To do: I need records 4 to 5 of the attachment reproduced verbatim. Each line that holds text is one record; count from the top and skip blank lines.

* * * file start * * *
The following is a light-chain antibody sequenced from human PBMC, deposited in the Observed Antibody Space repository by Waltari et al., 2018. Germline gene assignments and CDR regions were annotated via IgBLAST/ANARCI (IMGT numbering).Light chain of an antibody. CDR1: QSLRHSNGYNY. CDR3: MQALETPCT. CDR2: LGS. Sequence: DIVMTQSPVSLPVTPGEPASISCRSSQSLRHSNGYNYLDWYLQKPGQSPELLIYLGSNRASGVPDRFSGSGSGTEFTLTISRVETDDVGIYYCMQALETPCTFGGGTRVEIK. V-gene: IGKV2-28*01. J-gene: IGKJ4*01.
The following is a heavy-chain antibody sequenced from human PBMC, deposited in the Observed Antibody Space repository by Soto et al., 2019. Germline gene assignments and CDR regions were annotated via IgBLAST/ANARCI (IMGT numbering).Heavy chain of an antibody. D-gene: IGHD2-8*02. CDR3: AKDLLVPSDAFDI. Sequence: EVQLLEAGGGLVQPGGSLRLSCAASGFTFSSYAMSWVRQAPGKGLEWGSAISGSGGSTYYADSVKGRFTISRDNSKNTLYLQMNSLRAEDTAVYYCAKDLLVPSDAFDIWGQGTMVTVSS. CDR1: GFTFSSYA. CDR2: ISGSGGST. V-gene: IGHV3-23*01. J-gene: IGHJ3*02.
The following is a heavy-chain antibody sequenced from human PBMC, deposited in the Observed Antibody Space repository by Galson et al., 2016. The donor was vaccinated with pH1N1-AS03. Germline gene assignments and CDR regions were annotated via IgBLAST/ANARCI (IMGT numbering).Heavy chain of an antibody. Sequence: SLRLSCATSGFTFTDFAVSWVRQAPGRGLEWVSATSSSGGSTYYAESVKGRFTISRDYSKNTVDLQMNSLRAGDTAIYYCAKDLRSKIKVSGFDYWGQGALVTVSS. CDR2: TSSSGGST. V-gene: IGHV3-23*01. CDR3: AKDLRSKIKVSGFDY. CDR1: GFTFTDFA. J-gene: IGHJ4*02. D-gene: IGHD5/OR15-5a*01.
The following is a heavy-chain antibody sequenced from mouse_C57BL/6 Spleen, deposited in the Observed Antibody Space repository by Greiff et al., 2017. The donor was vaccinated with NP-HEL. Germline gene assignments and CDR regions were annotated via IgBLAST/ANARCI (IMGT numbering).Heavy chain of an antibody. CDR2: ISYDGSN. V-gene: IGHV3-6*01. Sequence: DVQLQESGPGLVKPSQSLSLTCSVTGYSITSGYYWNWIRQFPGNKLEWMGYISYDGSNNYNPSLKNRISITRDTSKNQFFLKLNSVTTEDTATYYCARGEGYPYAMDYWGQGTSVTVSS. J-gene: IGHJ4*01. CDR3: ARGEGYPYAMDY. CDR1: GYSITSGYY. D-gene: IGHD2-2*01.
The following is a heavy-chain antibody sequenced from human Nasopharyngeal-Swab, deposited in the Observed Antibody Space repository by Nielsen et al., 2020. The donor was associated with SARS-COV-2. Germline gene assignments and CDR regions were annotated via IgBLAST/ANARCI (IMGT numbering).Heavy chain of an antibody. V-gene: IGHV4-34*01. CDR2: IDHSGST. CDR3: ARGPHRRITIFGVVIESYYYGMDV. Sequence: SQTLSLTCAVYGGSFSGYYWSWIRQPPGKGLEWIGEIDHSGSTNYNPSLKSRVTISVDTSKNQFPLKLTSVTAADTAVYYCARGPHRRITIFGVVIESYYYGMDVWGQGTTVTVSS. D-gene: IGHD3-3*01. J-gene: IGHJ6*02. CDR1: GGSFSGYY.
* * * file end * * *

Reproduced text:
The following is a heavy-chain antibody sequenced from mouse_C57BL/6 Spleen, deposited in the Observed Antibody Space repository by Greiff et al., 2017. The donor was vaccinated with NP-HEL. Germline gene assignments and CDR regions were annotated via IgBLAST/ANARCI (IMGT numbering).Heavy chain of an antibody. CDR2: ISYDGSN. V-gene: IGHV3-6*01. Sequence: DVQLQESGPGLVKPSQSLSLTCSVTGYSITSGYYWNWIRQFPGNKLEWMGYISYDGSNNYNPSLKNRISITRDTSKNQFFLKLNSVTTEDTATYYCARGEGYPYAMDYWGQGTSVTVSS. J-gene: IGHJ4*01. CDR3: ARGEGYPYAMDY. CDR1: GYSITSGYY. D-gene: IGHD2-2*01.
The following is a heavy-chain antibody sequenced from human Nasopharyngeal-Swab, deposited in the Observed Antibody Space repository by Nielsen et al., 2020. The donor was associated with SARS-COV-2. Germline gene assignments and CDR regions were annotated via IgBLAST/ANARCI (IMGT numbering).Heavy chain of an antibody. V-gene: IGHV4-34*01. CDR2: IDHSGST. CDR3: ARGPHRRITIFGVVIESYYYGMDV. Sequence: SQTLSLTCAVYGGSFSGYYWSWIRQPPGKGLEWIGEIDHSGSTNYNPSLKSRVTISVDTSKNQFPLKLTSVTAADTAVYYCARGPHRRITIFGVVIESYYYGMDVWGQGTTVTVSS. D-gene: IGHD3-3*01. J-gene: IGHJ6*02. CDR1: GGSFSGYY.